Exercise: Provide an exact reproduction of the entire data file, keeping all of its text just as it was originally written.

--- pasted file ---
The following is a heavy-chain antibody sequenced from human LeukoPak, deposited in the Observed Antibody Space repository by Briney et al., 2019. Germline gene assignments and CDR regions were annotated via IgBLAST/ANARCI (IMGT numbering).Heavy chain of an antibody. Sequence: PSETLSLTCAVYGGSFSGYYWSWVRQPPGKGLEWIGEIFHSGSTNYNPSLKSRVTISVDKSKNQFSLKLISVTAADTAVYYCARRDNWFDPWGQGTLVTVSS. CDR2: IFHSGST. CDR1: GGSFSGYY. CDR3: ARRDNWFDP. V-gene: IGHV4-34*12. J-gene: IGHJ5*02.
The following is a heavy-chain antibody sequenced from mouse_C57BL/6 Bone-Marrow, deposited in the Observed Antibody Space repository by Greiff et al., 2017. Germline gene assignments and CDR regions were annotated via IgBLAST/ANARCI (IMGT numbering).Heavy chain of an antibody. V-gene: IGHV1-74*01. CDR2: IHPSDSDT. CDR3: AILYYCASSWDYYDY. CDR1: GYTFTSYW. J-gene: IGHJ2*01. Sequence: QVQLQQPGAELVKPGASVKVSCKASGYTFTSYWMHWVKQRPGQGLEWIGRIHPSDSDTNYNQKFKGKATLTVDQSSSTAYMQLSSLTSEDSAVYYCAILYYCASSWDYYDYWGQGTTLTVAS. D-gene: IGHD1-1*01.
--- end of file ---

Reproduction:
The following is a heavy-chain antibody sequenced from human LeukoPak, deposited in the Observed Antibody Space repository by Briney et al., 2019. Germline gene assignments and CDR regions were annotated via IgBLAST/ANARCI (IMGT numbering).Heavy chain of an antibody. Sequence: PSETLSLTCAVYGGSFSGYYWSWVRQPPGKGLEWIGEIFHSGSTNYNPSLKSRVTISVDKSKNQFSLKLISVTAADTAVYYCARRDNWFDPWGQGTLVTVSS. CDR2: IFHSGST. CDR1: GGSFSGYY. CDR3: ARRDNWFDP. V-gene: IGHV4-34*12. J-gene: IGHJ5*02.
The following is a heavy-chain antibody sequenced from mouse_C57BL/6 Bone-Marrow, deposited in the Observed Antibody Space repository by Greiff et al., 2017. Germline gene assignments and CDR regions were annotated via IgBLAST/ANARCI (IMGT numbering).Heavy chain of an antibody. V-gene: IGHV1-74*01. CDR2: IHPSDSDT. CDR3: AILYYCASSWDYYDY. CDR1: GYTFTSYW. J-gene: IGHJ2*01. Sequence: QVQLQQPGAELVKPGASVKVSCKASGYTFTSYWMHWVKQRPGQGLEWIGRIHPSDSDTNYNQKFKGKATLTVDQSSSTAYMQLSSLTSEDSAVYYCAILYYCASSWDYYDYWGQGTTLTVAS. D-gene: IGHD1-1*01.